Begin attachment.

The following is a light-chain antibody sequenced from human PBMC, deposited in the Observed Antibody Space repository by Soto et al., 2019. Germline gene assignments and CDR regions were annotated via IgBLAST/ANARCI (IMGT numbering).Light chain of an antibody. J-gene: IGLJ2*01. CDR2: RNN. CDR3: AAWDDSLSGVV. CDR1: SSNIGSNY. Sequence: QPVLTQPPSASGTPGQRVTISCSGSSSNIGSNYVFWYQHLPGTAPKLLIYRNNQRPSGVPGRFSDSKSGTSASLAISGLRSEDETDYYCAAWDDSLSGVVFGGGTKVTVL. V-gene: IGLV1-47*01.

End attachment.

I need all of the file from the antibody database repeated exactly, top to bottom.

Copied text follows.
The following is a light-chain antibody sequenced from human PBMC, deposited in the Observed Antibody Space repository by Soto et al., 2019. Germline gene assignments and CDR regions were annotated via IgBLAST/ANARCI (IMGT numbering).Light chain of an antibody. J-gene: IGLJ2*01. CDR2: RNN. CDR3: AAWDDSLSGVV. CDR1: SSNIGSNY. Sequence: QPVLTQPPSASGTPGQRVTISCSGSSSNIGSNYVFWYQHLPGTAPKLLIYRNNQRPSGVPGRFSDSKSGTSASLAISGLRSEDETDYYCAAWDDSLSGVVFGGGTKVTVL. V-gene: IGLV1-47*01.